entry-level mid drive

ElevenAD

Well-Known Member
>>>>you can always patch a flat without removing the tire
Do you mean with one of those squirt-in products, like Slime?
Well i would always recommend slime and tire liners as a preventative measure with any E-Bike but that's not what i meant, check out this vid!
You have to wait for about 1min before Noob patches the tire, this method is quick and painless😁
If your bike has two hub motors this is a great option lol.
Also please give the E-Bike Noob a Like and a Sub, his channel deserves more views!
 
Last edited:

birdman518

New Member
Region
USA
City
Pinellas County FL
Well i would always recommend slime and tire liners as a preventative measure with any E-Bike but that's not what i meant, check out this vid!
You have to wait for about 1min before Noob patches the tire, this method is quick and painless😁
If your bike has two hub motors this is a great option lol.
Also please give the E-Bike Noob a Like and a Sub, his channel deserves more views!
Looks like the sophisticated repair method I would have used 40 years ago when I
was a Cat 4! I was so bad that the one time I finished with the pack at a practice
criterium my wife missed it photographing some flowers.
 

m@Robertson

Well-Known Member
Region
USA
>>>>you can always patch a flat without removing the tire
Do you mean with one of those squirt-in products, like Slime?
Its also easy to change a tire without removing the wheel with a conventional patch.
1. Deflate the tire
2. Use a tire lever like normal to remove the bead on one side just like you would if the wheel was off.
3. Pull the tube out the side.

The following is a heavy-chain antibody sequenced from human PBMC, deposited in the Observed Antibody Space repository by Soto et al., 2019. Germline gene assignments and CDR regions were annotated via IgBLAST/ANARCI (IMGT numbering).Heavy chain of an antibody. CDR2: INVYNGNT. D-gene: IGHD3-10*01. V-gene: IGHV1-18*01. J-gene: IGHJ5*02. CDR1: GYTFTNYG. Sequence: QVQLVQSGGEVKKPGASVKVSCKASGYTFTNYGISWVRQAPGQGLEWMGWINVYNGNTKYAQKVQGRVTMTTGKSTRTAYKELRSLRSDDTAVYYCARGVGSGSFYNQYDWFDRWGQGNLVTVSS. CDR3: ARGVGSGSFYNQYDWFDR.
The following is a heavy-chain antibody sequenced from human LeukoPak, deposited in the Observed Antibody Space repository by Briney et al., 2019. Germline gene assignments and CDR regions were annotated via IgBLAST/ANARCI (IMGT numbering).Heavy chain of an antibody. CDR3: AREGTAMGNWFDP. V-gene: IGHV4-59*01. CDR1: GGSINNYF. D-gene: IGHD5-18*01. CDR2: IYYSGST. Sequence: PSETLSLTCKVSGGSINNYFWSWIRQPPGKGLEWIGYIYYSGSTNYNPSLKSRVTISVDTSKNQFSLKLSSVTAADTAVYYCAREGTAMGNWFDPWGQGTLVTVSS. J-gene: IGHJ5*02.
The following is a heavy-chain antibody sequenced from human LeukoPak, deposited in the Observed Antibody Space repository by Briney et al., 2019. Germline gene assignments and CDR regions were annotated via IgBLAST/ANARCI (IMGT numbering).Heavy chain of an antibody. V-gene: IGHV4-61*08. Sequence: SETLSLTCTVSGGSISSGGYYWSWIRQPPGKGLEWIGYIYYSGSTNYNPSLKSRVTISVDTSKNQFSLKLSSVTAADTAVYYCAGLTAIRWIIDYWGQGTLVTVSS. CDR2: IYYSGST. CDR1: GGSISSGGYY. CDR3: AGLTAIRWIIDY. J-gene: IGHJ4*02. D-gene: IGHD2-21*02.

4. Find the hole. You may need to spin the wheel around a bit.
5. Patch it.
6. Stuff the tube back in and re-seat the bead - again as you would if the wheel was off.
7. Pump it back up.

I took this picture in the middle of one of those wheel-on patch jobs. I use sealant in my tubes and the Slime I used then still leaked ever so slightly, so on a lazy weekend I would go in and do proper patches. Nowadays I use a better sealant that seals dry and is MUCH more effective thanSlime (see test linked below).

By the way this bike is clearly a hub motor, but I have more or less built only mid drives for quite some time. Mids are more versatile, but for the beginner a hub is certainly easier. Anyone who has ever ridden a bicycle intuitively knows how to ride a hub bike. A mid drive rider needs to learn the implications of the extra power running thru the chain. But the production bikes you are looking at really don't have the same concerns as they use much less power (250w-750w vs. 1750-2500).

Also: Get a bike with a throttle. the only reason bikes don't have them is for legal reasons in a country you don't live in. Also ego. A throttle is a tool in the toolbox. Use it. You won't suddenly gain an inch around your waist or suddenly lose interest in pedaling.

IMG_20180623_123127.jpg


 

m@Robertson

Well-Known Member
Region
USA
I couldn't disagree more. A mid drive with a torque sensor is just like riding a bicycle. An eBike with a cadence sensor requires much more control over the motor and PAS levels.
I agree completely with @AHicks . Cadence sensing is an artifact from analog cycling's past. Go back 100 years and derailleurs were derided as being for the soft. It was literally called 'cheating'. Sound familiar? That attitude is long dead and gone and so will the prejudice (which is a deep seated and visceral commitment for those who demand it) against cadence sensing.

Consider this, and remember this will change nobody's mind who has already made it up. Not being firmly committed either way use this opportunity to examine both objectively.